The Dave Grusin Archive
Recordings
Subways Are For Sleeping



EPIC  - LN-3829
 EPIC - BN 622

TRACKS

Side One

I'M JUST TAKING MY TIME  (4:29)
RIDE THROUGH THE NIGHT  (4:33)
NOW I HAVE SOMEONE  (5:39)
WHEN YOU HELP A FRIEND OUT  (4:36)

Side Two

GETTING MARRIED  (6:36)
HOW CAN YOU DESCRIBE A FACE?  (4:12)
WHO KNOWS WHAT MIGHT HAVE BEEN  (3.25)
I SAID IT AND I'M GLAD  (3:19)
COMES ONCE IN A LIFETIME  (3.40)

Featuring

Milt Hinton (bass), Don Lamond (drums)

Arranged by Dave Grusin
Produced by Robert Mersey

Those who have never had a chance to hear this album - which, unfortunately, may include many Dave Grusin fans - have missed a very special opportunity to hear him playing in a piano trio setting.

“Subways Are For Sleeping” rings with both snappy up tempo numbers and the warmest of ballads.   It is His official debut album as a headliner artist, cut in November 1961.  However, it had a predecessor.  Also recorded with Milt Hinton and Don Lamond before the show album, its murky history can be read in the At The Keyboard section, under the title  "The Intriguing Story Behind Dave Grusin's First Album."

One's first reaction, before ever hearing it, is to ponder why “Subways Are For Sleeping”?  The Broadway show, starring Carol Lawrence and Sidney Chaplin, struggled to keep an audience for 205 performances, and was most notable for the stunts producer David Merrick initiated to publicize the musical.

So why make a jazz adaptation of a vehicle which basically had only one moderate hit, “Comes Once In A Lifetime”?  The mystery remains the secret of Dave Grusin and producer Robert Mersey.

But how one wishes the show were less obscure, and therefore Dave Grusin's improvisations of  these nine tunes from “Subways” were accessible to all on CD.

Opening track, “I'm Just Taking My Time” sets out the tone for the upbeat numbers on this album - smooth and tasteful, but inevitably infused with Grusin inventiveness. Without lyrics or title, the spirit of the song is completely conveyed in the light, but still brisk treatment.

Courtesy of cohort Don Lamond's percussion, “Ride Through The Night,” the secondary hit of the show, suggests the lively gait of a subway train rambling along on its nocturnal journey, while Dave Grusin's agile touch personifies the fun and zaniness of the characters in the musical.

Suddenly the mood changes with “Now I have Someone,” and Dave Grusin's reading brings us from the Broadway theater to a little late-night spot around the corner where romance takes place not under bright stage lighting but the shadows of a jazz club.

A driving, up tempo style permeates “When You Help A Friend Out.” Energetic and unrelenting, the group spins the basic melody around the town and through all its rhythmic paces.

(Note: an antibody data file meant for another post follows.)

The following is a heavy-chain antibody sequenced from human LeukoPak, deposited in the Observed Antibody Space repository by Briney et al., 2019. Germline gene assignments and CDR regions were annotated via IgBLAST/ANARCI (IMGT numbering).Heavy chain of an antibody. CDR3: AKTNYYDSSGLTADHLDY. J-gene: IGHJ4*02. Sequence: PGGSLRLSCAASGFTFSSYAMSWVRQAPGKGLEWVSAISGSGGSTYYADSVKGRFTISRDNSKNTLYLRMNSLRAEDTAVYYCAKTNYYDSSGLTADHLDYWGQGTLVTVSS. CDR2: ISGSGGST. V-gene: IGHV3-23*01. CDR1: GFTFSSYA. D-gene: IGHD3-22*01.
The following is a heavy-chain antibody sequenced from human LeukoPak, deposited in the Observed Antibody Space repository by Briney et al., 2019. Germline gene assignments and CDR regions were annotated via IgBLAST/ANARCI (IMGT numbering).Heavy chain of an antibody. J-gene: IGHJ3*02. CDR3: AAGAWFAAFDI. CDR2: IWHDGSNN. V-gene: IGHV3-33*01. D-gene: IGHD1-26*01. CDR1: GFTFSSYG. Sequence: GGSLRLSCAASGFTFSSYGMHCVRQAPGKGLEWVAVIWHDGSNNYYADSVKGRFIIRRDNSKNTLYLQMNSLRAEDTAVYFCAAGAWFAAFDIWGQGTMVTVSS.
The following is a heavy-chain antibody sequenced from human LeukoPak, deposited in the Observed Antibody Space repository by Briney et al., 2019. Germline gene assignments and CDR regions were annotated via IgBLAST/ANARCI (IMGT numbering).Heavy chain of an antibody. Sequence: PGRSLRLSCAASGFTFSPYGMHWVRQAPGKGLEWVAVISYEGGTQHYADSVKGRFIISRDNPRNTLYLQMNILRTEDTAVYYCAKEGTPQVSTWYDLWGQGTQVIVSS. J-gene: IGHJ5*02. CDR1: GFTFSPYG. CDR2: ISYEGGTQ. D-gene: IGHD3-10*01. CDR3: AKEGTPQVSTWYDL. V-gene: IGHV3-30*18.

“Getting Married” is the show stopper on the record. Breezy and swinging, this is totally infectious. After opening in waltz time,  The drums then move into 4/4 with piano and bass playing ¾ against them.

The gentle ballad “How Can You Describe A Face” is given a tender treatment, showing off the sensitive side of Dave Grusin, familiar to devotees of his later film music.  Pure proof here, this was a quality he had already developed in his twenties.

More of the relaxed sound is featured on the mellow, swinging “Who Knows What Might Have Been?” augmented by charming contrapuntal playing by the bass.

The last ballad “I Said It and I'm Glad,” lush and sensuous, offers the best example on the album of a recognizable Grusin style, in addition to its warmth and feeling.

“Subways'” vivacious hit “Comes Once in a Lifetime” sadly concludes the album, but by no means sadly.  Bright and animated, the impeccable jazz version of this hit may be easier to appreciate, the melody being more familiar.

Doing what the best jazz does, putting a personal stamp on a melody, this album scores for the at times exhilarating, at times romantic interpretations of the original.  The fact that Dave Grusin himself has stated that he doesn't think it is a particularly good record should not deter one.  For, if you never heard the tunes from this musical, the record stands on its own as eminently listenable jazz.  Clarity, integrity, brightness.  Everything you could wish All it leaves you wanting is MORE.  


Go to:  "Piano Strings & Moonlight"  

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headliner records         





Dave Grusin
Headliner Albums


Don Lamond

original Broadway
cast album
Milt Hinton